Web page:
After reading all the discussion I posted an -02 which takes out all
mention of ESNI. Here's why.
The most important issue is process. ESNI is currently described only in
an early I-D which will not turn into an RFC for a long time. If I
reference it, this draft will be stuck behind ESNI, also for a long time.
If I don't, this draft should be able to progress quickly. Once it's
published, if you want to add an ESNI clause, you can do so by expert
review, no RFC needed.
More substantively, I would be surprised if any MTA ever implements ESNI
because it makes no sense for mail. On the web, different hostnames lead
to different web sites, and clients expect the name in the TLS cert to
match the hostname in the request. In mail, we've never expected the name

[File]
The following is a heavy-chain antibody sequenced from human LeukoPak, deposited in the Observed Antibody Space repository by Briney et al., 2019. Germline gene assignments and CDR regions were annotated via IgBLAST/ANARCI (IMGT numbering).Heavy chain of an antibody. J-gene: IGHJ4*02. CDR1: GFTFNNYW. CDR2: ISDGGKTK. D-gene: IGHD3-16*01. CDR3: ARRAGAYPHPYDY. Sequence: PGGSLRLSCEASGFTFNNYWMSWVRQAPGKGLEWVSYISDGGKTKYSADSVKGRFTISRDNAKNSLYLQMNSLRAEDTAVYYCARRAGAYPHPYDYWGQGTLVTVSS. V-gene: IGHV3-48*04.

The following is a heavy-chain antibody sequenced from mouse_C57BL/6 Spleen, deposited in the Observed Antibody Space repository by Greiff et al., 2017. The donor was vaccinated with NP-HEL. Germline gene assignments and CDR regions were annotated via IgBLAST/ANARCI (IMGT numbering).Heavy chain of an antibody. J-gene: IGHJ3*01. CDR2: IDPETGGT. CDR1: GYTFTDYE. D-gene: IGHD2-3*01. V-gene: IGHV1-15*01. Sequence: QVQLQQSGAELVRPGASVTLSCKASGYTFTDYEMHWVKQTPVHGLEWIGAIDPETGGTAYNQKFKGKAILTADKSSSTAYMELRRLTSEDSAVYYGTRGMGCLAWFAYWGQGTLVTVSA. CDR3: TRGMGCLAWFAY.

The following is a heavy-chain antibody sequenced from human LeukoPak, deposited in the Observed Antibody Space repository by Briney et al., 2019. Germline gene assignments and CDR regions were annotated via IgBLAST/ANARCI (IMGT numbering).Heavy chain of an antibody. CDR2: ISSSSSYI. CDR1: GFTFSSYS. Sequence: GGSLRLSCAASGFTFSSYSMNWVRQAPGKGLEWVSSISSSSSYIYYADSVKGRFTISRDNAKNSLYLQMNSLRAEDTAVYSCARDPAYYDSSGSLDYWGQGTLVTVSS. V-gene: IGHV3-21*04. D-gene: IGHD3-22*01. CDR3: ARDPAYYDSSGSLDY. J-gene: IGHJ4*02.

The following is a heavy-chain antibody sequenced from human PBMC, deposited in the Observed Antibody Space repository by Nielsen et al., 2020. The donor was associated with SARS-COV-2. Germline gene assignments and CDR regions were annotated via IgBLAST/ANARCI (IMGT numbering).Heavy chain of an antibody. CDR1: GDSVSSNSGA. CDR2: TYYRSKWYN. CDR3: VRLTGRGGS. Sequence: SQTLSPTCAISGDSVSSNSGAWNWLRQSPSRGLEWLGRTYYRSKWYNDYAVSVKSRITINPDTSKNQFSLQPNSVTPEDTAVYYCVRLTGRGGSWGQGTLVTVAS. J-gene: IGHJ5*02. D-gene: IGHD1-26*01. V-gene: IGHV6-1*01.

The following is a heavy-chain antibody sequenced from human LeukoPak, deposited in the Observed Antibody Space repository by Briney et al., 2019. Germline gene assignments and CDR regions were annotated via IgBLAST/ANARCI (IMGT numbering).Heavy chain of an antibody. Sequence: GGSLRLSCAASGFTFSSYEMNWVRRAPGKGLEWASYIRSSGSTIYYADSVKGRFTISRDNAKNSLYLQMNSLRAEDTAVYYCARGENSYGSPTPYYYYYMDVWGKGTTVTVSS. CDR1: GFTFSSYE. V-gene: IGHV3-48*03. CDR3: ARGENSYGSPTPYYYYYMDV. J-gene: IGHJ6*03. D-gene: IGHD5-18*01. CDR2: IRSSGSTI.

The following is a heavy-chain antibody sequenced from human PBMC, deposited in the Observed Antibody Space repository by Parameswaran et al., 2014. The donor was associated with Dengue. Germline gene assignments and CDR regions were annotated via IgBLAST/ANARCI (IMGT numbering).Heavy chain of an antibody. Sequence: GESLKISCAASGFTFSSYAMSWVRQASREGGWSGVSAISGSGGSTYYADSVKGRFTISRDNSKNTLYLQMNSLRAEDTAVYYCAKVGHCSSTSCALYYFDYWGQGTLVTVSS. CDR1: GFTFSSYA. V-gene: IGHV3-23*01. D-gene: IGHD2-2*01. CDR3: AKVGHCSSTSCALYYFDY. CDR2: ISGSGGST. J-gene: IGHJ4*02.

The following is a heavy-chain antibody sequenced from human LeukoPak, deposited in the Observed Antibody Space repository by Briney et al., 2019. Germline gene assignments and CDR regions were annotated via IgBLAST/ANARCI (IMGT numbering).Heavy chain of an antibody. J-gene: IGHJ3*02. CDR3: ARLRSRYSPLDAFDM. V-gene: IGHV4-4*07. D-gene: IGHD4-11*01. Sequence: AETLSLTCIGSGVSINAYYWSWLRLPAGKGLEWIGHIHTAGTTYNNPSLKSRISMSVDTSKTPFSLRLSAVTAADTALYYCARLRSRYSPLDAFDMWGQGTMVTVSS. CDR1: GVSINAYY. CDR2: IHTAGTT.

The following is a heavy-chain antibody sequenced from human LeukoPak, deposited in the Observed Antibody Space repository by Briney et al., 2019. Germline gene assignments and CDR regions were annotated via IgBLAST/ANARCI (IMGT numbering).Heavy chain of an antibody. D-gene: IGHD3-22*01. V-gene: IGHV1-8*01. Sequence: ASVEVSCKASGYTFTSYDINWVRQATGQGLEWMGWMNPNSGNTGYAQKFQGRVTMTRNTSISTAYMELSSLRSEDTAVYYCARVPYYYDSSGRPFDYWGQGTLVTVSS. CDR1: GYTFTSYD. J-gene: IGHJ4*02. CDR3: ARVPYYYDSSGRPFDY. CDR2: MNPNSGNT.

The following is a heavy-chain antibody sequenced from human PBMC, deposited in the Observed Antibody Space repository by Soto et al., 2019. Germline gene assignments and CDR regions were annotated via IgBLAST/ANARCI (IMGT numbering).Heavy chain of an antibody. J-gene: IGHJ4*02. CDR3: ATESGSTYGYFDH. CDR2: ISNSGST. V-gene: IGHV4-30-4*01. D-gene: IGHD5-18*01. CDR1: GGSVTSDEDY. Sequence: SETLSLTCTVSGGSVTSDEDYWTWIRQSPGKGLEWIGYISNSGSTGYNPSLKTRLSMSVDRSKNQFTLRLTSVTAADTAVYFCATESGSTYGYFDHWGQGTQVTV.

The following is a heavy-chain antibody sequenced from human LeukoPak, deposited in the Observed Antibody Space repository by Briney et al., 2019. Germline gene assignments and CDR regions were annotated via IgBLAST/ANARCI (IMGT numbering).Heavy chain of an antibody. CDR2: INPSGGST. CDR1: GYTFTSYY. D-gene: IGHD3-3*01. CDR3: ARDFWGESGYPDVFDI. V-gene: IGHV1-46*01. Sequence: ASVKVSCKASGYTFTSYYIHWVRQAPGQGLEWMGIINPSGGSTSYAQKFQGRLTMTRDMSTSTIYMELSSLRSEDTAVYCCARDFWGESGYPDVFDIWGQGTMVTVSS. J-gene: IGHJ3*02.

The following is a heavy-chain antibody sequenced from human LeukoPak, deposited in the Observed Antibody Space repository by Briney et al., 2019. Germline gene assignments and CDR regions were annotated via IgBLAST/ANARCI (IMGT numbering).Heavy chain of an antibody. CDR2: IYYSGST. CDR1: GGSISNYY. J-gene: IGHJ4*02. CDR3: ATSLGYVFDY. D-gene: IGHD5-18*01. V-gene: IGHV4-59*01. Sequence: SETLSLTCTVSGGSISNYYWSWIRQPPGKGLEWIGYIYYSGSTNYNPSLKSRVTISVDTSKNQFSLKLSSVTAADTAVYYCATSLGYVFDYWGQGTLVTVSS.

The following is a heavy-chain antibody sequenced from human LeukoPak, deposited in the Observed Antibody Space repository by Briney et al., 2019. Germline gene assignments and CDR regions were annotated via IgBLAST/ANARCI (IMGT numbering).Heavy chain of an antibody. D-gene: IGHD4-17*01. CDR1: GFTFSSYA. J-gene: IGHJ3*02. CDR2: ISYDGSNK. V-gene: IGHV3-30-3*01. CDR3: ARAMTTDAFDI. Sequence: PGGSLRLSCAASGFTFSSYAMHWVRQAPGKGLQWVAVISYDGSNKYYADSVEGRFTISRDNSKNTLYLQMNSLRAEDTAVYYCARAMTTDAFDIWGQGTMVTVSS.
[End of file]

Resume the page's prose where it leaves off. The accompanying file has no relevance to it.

of the MTA to match the domain of the recpient, and it is quite normal for
a million different domains to point their MXes at the same host with the
same name, e.g. aspmx.l.google.com.
If you don't want your SNI to give anything away, you just do what mail
systems have done all along, use the same MX names for everyone. There's
no problem for ESNI to solve and certainly no reason to go to the effort
to put all the ESNI glop in the DNS.
John Levine, johnl(_at_)taugh(_dot_)com, Taughannock Networks, Trumansburg NY
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